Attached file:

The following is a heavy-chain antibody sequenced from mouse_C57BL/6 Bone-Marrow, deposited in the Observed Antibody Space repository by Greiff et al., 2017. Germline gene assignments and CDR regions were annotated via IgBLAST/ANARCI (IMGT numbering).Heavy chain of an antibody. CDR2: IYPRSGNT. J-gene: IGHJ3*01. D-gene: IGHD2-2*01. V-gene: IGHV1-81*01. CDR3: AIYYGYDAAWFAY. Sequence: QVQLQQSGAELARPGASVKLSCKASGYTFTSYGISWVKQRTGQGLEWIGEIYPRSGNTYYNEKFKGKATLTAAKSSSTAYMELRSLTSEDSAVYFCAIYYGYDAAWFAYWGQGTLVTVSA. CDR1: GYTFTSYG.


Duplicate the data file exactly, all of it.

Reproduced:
The following is a heavy-chain antibody sequenced from mouse_C57BL/6 Bone-Marrow, deposited in the Observed Antibody Space repository by Greiff et al., 2017. Germline gene assignments and CDR regions were annotated via IgBLAST/ANARCI (IMGT numbering).Heavy chain of an antibody. CDR2: IYPRSGNT. J-gene: IGHJ3*01. D-gene: IGHD2-2*01. V-gene: IGHV1-81*01. CDR3: AIYYGYDAAWFAY. Sequence: QVQLQQSGAELARPGASVKLSCKASGYTFTSYGISWVKQRTGQGLEWIGEIYPRSGNTYYNEKFKGKATLTAAKSSSTAYMELRSLTSEDSAVYFCAIYYGYDAAWFAYWGQGTLVTVSA. CDR1: GYTFTSYG.